Until recently I would rather disregard aspects of my nans lived experience as this felt like lying to her (the bad type). For example, Margaret is rarely alone for more than two hours but sometimes feels she’s been left alone much longer and has ‘no family to look after her’. My old approach would be to dismiss her beliefs, which of course are real for her despite being completely unfounded. However, after a short masterclass with my friend Heather Comstock who shared some invaluable learning with me about the art of being a compassionate communicator, I now try to approach my situations differently. Instead of disregarding my Nan’s experiences, I practice empathetic listening and validate here lived perspective.
My Dad’s situation is a complex one that I find is emotionally challenging. This is not because of the significant number of hours under and unpaid care work he does each week, that like an estimated 1.4 million people in the UK, far exceeds any normal working week. Although this remains a concern. To be honest it has nothing directly to do with my Nan’s care. It’s my dad’s health and the risk care poses to him and his wife, and to a lesser extent, me. He joins the significant amount of people who are permanently unwell or disabled while providing high levels of care. My Dad requires major operations on his lower back and both knees that will not be done until he is no longer caring. I am very scared by that time he will no longer be able to walk himself. Trends in low back pain make it the leading cause of disability globally, and he’s maxed out on the morphine to manage.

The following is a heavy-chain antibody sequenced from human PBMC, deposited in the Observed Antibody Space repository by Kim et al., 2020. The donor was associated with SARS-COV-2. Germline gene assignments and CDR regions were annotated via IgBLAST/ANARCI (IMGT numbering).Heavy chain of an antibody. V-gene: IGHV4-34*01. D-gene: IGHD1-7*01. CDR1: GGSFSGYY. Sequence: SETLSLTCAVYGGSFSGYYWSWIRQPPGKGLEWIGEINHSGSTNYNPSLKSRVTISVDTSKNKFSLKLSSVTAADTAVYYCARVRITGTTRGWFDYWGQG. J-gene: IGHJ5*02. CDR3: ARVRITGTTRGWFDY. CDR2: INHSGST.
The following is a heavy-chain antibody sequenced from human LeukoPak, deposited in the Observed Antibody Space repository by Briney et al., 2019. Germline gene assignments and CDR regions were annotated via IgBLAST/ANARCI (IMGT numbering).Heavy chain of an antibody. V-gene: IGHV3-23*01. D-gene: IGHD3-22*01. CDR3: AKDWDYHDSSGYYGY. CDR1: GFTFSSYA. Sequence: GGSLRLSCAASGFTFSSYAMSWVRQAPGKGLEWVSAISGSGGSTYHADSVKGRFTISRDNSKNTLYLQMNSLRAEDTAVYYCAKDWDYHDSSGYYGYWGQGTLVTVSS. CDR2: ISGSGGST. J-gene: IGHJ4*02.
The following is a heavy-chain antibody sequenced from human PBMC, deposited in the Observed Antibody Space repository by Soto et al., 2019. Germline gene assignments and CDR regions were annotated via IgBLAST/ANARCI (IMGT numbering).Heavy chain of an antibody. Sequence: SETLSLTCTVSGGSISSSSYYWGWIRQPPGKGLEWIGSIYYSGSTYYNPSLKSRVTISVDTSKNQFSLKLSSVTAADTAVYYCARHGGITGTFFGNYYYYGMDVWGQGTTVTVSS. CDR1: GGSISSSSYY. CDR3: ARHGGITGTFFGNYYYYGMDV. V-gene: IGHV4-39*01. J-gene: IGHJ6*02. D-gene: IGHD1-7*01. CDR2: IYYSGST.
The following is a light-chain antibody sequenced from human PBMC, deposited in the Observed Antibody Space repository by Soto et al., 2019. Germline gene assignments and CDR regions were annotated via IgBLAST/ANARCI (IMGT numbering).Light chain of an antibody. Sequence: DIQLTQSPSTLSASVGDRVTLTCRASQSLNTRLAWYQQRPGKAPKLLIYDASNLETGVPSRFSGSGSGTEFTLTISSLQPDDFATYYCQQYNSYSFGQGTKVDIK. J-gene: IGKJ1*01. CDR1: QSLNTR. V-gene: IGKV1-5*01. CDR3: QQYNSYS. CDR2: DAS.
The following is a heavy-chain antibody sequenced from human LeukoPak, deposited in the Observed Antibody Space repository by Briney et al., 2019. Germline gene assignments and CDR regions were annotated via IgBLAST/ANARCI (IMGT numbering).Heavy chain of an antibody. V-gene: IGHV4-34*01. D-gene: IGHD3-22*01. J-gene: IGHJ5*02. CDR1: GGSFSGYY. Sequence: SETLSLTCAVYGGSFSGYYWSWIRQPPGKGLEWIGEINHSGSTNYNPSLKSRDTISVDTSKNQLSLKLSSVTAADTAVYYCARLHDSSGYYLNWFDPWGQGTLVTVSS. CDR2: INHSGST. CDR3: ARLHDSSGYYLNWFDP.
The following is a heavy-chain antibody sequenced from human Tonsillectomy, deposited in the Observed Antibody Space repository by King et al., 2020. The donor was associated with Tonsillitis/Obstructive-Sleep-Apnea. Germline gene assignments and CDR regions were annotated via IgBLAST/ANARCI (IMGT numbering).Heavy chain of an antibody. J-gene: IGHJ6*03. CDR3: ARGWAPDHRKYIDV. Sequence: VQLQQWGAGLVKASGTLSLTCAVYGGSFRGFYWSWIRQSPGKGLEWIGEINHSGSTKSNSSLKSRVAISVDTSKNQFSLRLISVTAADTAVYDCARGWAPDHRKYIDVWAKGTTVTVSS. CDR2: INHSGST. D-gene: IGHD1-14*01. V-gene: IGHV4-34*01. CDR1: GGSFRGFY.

Financial support, or lack of
Another challenging aspect of un(der) paid care is the financial consequences. While it may not impact visibly on the quality of my nans care and by extension her life, as a carer, it certainly makes me feel undervalued and angered. I gave up part time work and my Dad full time work to care, as do many people, increasing our chances of entering financial poverty by 50%.
While it may seem a choice whether or not to offer/accept family care, unless you have been savvy with your assets or can afford good quality professional care, when broken down it’s structurally embedded in normative values of traditional families and inequalities of public and fiscal policy which sees care work as an infinite well of free labour, most visible during the pandemic.
Not striking a balance between the competing demands of paid work and unpaid care work has impacts on peoples wellbeing, astutely termed ‘the unpaid care/paid work conflict’. Though a workable balance is rarely struck, and this remains one of the biggest challenges facing labour laws in developed societies.
I spend at least 20 hours per week caring yet I get paid nothing. My dad provides well over 50 hours and gets paid Carers Allowance, £69.70, a whopping and illegal £1.40 an hour (or less). Despite saving the state billions each year, carer’s benefit is the lowest of its kind! And unlike the uplift in Universal Credit, Carers Allowance stagnated during the pandemic. Although we did get a scone from Carers UK during carer’s week.
I could and would like to talk some more on our experiences, and the destructive role of the political economy in shaping outcomes for families like us, but I’ll have to draw this to a close now and pick them up at a later date.
Thanks for listening or reading, and I would be really interested to hear others lived experience and about any relevant movements/campaigns happening in the UK or wider a field.
Nathan Stephens is a PhD Student and unpaid carer, working on his PhD at University of Worcester, studying the Worcestershire Meeting Centres Community Support Programme. Inspired by caring for both grandparents and personal experience of dementia, Nathan has gone from a BSc in Sports & Physical Education, an MSc in Public Health, and now working on his PhD.